Soon the local Police and Special Branch Detectives arrived and Rod observed what a civilized war this was, with Police recording and investigating every incident that occurred to civilians and then a proper follow up to find the perpetrators.
“Expecting to be questioned about the attack, we were surprised and annoyed when not only were we ignored but once again the insults were bandied about regarding Police Reservists in general and townies in particular. It was beginning to look as though we had never come under attack at all and the powers that be felt that we had panicked and shot at nothing!”
In disgust and with their morale low, Rod, Gordon and Sam decided to go for a walk around the rear of the compound. Perplexed by the lack of any evidence of damage, they could not understand it. They had definitely heard explosions and also rattling sounds on the iron roof above. All that noise could not be just their imagination!
Passing one of the unoccupied houses, they then saw strange marks on the ground, like a blast blowing the dust away, exposing the hard ground underneath. Coming toward the house they noticed something odd about the windows and the roof. Coming nearer they then saw that a heavy explosion had made a hole right through the rear wall, blowing out the windows and even lifting the eves. Looking inside, the room was a shambles with pockmarked walls from shrapnel and furniture and ornaments all over the place. Then Sam discovered a hole in the fence! Clearly a rocket of some sort had been fired from outside the fence at the house. As they ran back to report their find a group of soldiers also hurried back from the opposite direction to report they had found the other unoccupied house had been mortared.
“Now the tables had turned. We were vindicated, and the derision turned to friendly banter,
‘You buggers must have shat yourselves!’ and ‘It must have been a hell of a racket!’
It eventually turned out that one house had been badly damaged by mortar shells and the other house had mortar craters in the garden but somehow had sustained no damage. The house we had spotted had two direct hits from RPG rockets and on closer inspection, our cottage had a line of bullet holes raked across the chimney and a branch had been ripped from a large overhanging tree, possibly by a rocket.”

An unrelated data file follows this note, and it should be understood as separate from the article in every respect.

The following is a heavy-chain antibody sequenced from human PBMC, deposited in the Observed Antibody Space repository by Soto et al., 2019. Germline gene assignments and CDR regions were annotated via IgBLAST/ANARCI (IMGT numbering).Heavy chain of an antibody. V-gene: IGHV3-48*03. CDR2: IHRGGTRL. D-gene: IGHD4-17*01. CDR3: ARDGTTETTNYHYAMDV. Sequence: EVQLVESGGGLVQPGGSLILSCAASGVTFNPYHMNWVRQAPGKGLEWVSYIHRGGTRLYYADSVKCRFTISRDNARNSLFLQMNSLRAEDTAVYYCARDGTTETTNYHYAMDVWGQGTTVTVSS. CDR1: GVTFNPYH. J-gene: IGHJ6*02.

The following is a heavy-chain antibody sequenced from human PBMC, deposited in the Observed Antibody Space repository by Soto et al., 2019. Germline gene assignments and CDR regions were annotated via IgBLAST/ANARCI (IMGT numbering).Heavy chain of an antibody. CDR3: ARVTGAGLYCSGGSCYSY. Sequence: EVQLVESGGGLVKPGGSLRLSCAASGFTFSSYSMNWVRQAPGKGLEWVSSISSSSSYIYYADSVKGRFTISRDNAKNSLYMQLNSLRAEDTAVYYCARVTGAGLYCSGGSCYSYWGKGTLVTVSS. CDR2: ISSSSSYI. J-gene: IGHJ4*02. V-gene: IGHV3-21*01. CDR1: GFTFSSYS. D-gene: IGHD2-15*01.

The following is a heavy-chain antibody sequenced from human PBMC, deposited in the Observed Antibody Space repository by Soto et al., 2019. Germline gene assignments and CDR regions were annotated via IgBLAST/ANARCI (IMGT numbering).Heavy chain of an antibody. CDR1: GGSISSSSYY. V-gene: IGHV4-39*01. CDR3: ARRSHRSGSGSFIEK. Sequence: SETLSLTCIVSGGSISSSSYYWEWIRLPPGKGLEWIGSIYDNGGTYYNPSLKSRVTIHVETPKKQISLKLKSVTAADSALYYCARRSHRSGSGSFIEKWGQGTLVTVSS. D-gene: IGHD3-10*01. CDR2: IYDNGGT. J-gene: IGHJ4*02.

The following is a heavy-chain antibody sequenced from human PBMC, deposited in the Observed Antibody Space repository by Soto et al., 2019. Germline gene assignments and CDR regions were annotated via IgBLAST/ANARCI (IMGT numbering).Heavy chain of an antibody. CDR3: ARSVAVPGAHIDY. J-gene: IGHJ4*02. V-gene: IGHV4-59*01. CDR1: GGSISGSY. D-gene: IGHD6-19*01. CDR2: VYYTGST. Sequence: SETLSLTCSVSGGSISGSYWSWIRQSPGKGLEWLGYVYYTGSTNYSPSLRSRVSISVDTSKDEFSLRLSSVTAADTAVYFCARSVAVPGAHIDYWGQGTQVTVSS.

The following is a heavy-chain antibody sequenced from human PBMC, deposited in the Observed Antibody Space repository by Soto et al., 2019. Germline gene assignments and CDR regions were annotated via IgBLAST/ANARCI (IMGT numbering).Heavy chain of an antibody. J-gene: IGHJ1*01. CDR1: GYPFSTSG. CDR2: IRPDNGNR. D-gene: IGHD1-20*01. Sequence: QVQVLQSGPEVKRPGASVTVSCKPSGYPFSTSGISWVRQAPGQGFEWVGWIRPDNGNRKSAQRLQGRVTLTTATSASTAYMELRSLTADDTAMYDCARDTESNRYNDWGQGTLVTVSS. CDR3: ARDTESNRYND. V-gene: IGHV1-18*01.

Furthermore, they found many spent cartridge cases fired from AK47 automatic rifles and RPD machine guns. In fact it turned out to be the heaviest attack up to that time! They felt completely vindicated when they read a report in the national newspaper, the Rhodesia Herald, a few days later which credited them with having repelled the attackers.
Before leaving the tea estate one of the soldiers cleared up the mystery sound Rod had heard on the tin roof:
“That wasn’t anything rattling on your roof,” he said. “That was the sound of automatic fire from an AK47 heard from the wrong end of the barrel!”
Such was the attitude toward these mere part time dad’s army soldiers, that a further slight – but then their vindication – occurred. At the time Rod, Sam and Gordon knew and advised the army exactly which direction the gooks would take for their getaway, having previously observed the lay of the land when escorting an engineer to the top of the aerial hill. Unfortunately their views on the subject were deemed unworthy by the professionals and no immediate follow up ensued.
So imagine their annoyance when, several days later, a full scale search was then initiated with troops now residing on the estate and being transported direct by an Alouette helicopter to the exact area they had recommended, a useless exercise now as the terrorists would have long returned over the border into Mozambique to the relative safety of their base camp.
Baptism of Fire – Part Time Soldiers’ On-the-Job Training was Actual Warfare
From this experience it became apparent to Rod that their training for the task allotted them was totally inadequate. No instruction on how to even handle an actual attack had been given. Staying in the house under mortar attack instead of running into the sandbagged trenches was wrong. Despite the dangerous times, they hadn’t even been given any instruction on using the agric-alert system that the farms and estates had installed. Rod Wells has the final say on this:
“On reflection it was also obvious that we were only there as a token, armed presence, which was not going to deter the action of a determined terrorist. I decided that the prospect of innumerable call-ups with such boredom and tension was not for me and that, as soon as I got back, I would investigate the possibilities of transferring into the transport section.”
Rod was to jump out of the pan and into the fire transporting troops and military goods and driving continually back and forth on lonely bush dirt roads from then on and, with the war hotting up, his life experiences centred on landmines and ambushes! His most valuable piece of advice provided during initial training was that, if driving and then being ambushed, never stop, keep going! A moving target is more difficult to hit. It likely saved his life on several occasions.
Enough is Enough – It Was Time to Take the Wise Owl Route
After three years of military commitments and with the conflict escalating, Rod had decided to close the business. The government had conceded to African majority rule some years before and yet they were still fighting this insidious war risking their lives, for what? It seemed to have turned into a vain attempt to maintain law and order while the two tribal terrorist warring factions of Mugabe and Nkomo escalated the violence against each other as well as against both Whites and Blacks to enhance their strength, like a game of chess. At 33 years of age, with their two young children’s futures in mind, and the need to start from scratch while it was still possible at his age, the heartbreaking decision was taken in 1978 to leave Rhodesia. Rod and his wife Vi now live in the UK.